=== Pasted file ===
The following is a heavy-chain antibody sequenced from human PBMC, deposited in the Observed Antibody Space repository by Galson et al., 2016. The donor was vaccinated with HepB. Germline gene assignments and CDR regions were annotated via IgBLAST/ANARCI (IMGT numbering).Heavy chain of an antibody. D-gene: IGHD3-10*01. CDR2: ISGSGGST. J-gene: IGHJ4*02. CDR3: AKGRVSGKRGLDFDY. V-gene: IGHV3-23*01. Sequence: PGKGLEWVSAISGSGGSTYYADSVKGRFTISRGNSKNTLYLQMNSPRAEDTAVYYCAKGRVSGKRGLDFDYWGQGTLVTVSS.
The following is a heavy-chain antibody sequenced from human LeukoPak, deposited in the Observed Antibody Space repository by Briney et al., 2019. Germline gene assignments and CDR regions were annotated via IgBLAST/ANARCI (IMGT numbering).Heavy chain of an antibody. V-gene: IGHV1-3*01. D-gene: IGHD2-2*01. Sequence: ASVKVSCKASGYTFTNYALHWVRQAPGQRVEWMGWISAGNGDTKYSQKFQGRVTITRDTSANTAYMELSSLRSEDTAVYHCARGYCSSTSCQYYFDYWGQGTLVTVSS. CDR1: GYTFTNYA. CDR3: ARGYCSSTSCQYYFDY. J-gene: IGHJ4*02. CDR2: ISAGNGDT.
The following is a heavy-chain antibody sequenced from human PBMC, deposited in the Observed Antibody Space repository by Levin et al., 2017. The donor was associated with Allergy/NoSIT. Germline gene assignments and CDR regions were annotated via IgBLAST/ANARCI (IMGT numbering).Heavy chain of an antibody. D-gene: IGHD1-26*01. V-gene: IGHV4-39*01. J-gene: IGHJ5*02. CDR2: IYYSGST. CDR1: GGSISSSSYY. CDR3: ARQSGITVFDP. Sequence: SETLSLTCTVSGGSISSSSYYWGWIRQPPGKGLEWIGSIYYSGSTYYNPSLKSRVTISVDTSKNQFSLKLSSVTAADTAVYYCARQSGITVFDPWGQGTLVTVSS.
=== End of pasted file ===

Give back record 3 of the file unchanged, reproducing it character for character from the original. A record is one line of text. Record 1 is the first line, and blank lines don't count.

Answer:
The following is a heavy-chain antibody sequenced from human PBMC, deposited in the Observed Antibody Space repository by Levin et al., 2017. The donor was associated with Allergy/NoSIT. Germline gene assignments and CDR regions were annotated via IgBLAST/ANARCI (IMGT numbering).Heavy chain of an antibody. D-gene: IGHD1-26*01. V-gene: IGHV4-39*01. J-gene: IGHJ5*02. CDR2: IYYSGST. CDR1: GGSISSSSYY. CDR3: ARQSGITVFDP. Sequence: SETLSLTCTVSGGSISSSSYYWGWIRQPPGKGLEWIGSIYYSGSTYYNPSLKSRVTISVDTSKNQFSLKLSSVTAADTAVYYCARQSGITVFDPWGQGTLVTVSS.